Normally, access to that programming costs $170 a year. But given the need for schools to consider distance learning in response to the Coronavirus threat, She Maps is offering additional resources, free of charge. The team said they intend to add more resources over the coming weeks.
Age group: Grade school
Cost: Free to $170 annually
How to access: Visit the She Maps website here.
3. For older kids (high-school age and up) seeking a career in drones: Drone Pilot Ground School
Under the Federal Aviation Administration’s Part 107, anyone in the U.S. wanting to operate a drone commercially needs to obtain a drone pilot license, which you get by passing an in-person written exam.
Whether your teen wants an awesome summer job (delivering pizzas via drone? Conducting roof inspections for neighbors?) or just wants to be ready for a career in drones, use this time to start studying for the Part 107 test.
You must be at least 16 years old to qualify for a remote pilot certificate, so it might make sense for 14 or 15 year olds to start taking the course now so they’re ready to take and pass the test when they turn 16.
To study, I recommend online learning platform Drone Pilot Ground School (it’s what I, The Drone Girl, used to pass my Part 107 test on the first try) for a trove of videos, practice questions, a cram sheet, a forum, weekly newsletter, 1:1 customer support and more. The program typically takes about 15-20 hours to complete.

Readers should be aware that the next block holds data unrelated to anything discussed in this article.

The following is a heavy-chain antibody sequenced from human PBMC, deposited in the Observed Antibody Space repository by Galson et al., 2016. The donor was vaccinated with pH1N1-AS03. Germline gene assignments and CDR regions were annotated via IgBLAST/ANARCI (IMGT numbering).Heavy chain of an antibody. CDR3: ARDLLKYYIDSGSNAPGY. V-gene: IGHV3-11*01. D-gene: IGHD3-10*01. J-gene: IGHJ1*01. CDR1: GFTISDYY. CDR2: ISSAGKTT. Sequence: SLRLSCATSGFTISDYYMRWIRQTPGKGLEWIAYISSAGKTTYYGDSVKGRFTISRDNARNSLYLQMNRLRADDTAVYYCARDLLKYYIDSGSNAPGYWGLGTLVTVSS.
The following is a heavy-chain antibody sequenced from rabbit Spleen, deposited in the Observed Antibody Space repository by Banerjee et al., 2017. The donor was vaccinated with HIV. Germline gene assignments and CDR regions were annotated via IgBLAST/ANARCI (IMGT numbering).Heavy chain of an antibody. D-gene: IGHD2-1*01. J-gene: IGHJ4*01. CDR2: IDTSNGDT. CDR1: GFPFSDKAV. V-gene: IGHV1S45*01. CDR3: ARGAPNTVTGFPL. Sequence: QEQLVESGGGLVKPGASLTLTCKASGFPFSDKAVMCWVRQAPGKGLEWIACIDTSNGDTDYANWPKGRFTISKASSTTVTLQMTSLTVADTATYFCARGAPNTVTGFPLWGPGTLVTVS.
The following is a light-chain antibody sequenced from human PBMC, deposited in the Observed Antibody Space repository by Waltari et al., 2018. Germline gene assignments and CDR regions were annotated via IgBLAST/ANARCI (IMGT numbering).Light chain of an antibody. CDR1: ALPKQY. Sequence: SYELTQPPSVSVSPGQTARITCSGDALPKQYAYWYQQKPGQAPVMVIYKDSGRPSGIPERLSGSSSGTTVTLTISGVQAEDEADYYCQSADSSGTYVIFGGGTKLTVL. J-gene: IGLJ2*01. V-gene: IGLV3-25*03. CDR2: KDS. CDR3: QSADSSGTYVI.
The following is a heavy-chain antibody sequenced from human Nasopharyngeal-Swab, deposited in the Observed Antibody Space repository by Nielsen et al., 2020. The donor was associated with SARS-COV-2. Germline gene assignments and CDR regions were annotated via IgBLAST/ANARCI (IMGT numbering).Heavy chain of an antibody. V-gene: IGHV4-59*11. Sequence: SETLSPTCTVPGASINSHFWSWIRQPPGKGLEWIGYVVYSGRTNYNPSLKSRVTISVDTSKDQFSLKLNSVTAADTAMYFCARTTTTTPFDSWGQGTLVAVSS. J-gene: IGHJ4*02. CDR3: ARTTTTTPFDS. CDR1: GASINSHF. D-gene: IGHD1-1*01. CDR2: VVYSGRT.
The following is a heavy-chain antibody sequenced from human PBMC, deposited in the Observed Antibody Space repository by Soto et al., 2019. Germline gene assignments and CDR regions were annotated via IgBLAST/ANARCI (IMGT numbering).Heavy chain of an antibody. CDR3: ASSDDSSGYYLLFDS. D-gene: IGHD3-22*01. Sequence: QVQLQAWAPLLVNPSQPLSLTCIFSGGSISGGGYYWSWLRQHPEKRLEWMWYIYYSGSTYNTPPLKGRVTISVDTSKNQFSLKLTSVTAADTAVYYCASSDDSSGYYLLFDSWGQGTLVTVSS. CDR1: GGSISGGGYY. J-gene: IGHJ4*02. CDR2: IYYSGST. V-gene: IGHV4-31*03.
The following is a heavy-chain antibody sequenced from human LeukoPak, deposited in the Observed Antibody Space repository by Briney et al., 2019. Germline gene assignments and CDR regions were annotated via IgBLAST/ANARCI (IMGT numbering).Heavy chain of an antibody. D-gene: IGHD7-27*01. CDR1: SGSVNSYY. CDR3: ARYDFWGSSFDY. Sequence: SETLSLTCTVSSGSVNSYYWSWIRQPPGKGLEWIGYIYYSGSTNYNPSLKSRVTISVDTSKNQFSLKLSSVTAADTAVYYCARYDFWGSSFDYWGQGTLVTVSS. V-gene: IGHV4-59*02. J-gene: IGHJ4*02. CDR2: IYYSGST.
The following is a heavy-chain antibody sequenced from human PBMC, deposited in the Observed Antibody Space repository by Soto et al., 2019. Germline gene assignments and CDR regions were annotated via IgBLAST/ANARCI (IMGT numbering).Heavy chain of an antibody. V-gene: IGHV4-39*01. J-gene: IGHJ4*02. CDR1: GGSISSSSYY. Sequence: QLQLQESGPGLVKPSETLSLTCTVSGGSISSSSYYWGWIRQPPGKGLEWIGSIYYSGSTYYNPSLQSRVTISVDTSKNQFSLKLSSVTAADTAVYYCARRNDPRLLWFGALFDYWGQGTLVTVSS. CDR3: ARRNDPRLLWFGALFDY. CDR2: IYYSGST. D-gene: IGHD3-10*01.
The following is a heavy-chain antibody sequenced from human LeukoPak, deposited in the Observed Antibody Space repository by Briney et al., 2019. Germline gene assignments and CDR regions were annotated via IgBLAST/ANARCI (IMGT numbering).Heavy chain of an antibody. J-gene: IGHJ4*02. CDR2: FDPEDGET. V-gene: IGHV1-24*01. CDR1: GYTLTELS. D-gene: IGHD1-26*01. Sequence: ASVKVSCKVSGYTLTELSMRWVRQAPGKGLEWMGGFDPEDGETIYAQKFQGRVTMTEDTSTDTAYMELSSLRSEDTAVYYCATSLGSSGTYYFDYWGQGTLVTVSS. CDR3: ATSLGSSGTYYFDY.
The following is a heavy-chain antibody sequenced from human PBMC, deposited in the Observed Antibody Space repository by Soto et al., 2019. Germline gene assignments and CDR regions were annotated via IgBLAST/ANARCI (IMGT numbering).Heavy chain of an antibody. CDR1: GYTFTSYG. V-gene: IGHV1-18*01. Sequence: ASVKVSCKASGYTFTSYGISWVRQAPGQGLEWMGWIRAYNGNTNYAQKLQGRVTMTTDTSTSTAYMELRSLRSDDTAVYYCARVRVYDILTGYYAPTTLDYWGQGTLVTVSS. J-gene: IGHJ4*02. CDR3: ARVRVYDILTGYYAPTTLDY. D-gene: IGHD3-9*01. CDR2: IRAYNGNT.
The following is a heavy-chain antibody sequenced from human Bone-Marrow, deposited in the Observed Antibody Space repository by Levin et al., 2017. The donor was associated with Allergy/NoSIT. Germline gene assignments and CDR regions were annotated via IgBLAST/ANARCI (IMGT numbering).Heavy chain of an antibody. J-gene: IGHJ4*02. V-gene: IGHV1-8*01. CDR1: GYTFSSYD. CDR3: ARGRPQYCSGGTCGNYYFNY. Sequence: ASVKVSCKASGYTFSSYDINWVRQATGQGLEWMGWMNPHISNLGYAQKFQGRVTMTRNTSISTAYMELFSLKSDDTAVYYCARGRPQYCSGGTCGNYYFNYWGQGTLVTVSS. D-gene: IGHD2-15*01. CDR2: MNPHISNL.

It usually costs $300, but you can use coupon code DRONEGIRL50 to save $50 and bring your price down to just $249.
Plus, it gets better for high school students. They offer a scholarship program that awards recipients not just free access to their course, but also reimbursement for the $150 FAA exam fee. Apply here, and apply now, as the submission deadline is rolling.
If you’re on a budget and can’t get accepted for the scholarship program, also check out Drone Launch Academy. It’s another great Part 107 training course, and it’s slightly cheaper at just $199 (plus, use code DRONEGIRL50 to save an extra $50), bringing your total to just $149. No matter what course you use, I HIGHLY recommend Drone Launch Academy’s flashcards too!
Age group: 14+
Cost: Free to $300 (or $249 with coupon)
How to access: Visit Drone Pilot Ground School here.
4. For free online instruction in a range of topics: Khan Academy
Khan Academy is a free online site with lessons, exercises and quizzes, and I recommend their “Crash Course on Indoor Flying Robots.”
But that’s not all the drone-related course offered on Khan Academy.Electrical engineers might be interested in this course on home-made robots or this program on building motors. This photography course incorporates aerial photography.